Marja’s ‘Government in a Box’ Is Empty
Something that yesterday’s look at the NATO/Afghan “process” to secure Kandahar overlooked is that one of the reasons U.S. officials have taken pains to say that operations in Kandahar won’t look like the February invasion of Marja is that Marja isn’t going particularly well. While the insurgents do not enjoy the freedom of movement they had before February, Rajiv Chandrasekaran explores the stark fact that the population of Marja still considers the Taliban to own the night.
The initial calm after the first week of Marine arrivals into Marja now appear to look like insurgents taking a knee to study enemy tactics and then initiating contact. That persistent presence, even at reduced levels, has led residents of Marja to think twice about supporting an airlifted governance structure that, as Chandrasekaran writes, doesn’t deliver:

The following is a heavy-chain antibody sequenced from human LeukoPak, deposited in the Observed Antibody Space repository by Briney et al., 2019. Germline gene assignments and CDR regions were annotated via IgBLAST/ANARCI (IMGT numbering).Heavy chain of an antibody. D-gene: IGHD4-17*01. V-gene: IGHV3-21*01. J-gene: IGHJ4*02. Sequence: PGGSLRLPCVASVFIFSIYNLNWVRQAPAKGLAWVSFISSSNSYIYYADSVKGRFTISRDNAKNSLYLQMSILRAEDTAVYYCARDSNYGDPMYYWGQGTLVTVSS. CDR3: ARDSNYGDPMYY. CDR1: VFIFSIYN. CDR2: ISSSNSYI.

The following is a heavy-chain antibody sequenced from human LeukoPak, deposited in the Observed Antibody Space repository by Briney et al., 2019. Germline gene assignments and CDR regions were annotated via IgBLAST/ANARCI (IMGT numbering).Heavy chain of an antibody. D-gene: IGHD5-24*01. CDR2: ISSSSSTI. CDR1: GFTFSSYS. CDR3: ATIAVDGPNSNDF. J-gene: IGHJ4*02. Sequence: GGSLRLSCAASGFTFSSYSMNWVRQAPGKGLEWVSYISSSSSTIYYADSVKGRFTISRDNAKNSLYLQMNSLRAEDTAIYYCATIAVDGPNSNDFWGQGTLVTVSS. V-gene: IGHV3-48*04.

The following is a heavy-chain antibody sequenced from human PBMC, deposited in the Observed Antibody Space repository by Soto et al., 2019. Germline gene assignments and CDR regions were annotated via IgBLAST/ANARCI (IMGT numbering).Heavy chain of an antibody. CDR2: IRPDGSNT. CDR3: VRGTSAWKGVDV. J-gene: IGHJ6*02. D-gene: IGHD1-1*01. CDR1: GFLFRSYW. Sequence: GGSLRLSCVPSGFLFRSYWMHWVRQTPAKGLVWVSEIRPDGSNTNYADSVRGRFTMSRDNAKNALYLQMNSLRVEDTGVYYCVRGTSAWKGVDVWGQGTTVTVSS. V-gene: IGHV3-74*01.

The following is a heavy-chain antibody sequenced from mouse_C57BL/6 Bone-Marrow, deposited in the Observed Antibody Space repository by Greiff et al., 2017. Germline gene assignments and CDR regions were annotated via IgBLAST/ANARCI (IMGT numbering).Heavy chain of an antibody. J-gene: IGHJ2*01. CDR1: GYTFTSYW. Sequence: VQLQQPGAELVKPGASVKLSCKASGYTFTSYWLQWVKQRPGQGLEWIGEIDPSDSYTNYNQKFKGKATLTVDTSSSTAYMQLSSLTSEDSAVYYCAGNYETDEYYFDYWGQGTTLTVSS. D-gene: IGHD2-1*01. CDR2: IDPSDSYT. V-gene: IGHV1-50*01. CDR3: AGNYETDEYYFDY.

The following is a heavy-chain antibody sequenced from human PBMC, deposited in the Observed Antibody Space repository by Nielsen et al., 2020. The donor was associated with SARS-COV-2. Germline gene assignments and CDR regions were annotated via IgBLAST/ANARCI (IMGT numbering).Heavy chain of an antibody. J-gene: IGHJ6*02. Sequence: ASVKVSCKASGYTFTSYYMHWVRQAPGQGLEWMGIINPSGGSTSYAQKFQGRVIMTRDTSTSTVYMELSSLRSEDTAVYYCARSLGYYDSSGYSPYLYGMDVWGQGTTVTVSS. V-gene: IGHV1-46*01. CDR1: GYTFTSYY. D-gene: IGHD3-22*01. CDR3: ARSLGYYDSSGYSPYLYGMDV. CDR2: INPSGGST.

Before the operation, McChrystal pledged to deliver a “government in a box” that would provide basic services to the population with the hope of winning its allegiance. The box has turned out to be largely empty. Marja’s chief official, Haji Zahir, who spent four years in a German prison for attempting to murder his stepson, is regarded by some of the civilian reconstruction advisers here as an ineffective manager with a proclivity for lengthy siestas and an unwillingness to engage in the nitty-gritty of governance.
In an interview, Zahir said he is doing the best he can under trying circumstances. “This is a very difficult job,” he said.
NATO has come through with its civilian resources. The Afghan government, which NATO strategy is premised around supporting, hasn’t. “What’s missing here is the governance piece,” judges NATO’s stabilization adviser. If that doesn’t change, then the Marja operation fails. Simple as that.
Another of the metrics that U.S. officials have tossed around for Marja is the number of residents displaced by the February invasion who return home. The calculation is that people vote with their feet, and so when they feel that Marja is safe enough, they’ll demonstrate that the Taliban’s momentum has been broken. Only it’s going the other way, as residents continue to flee.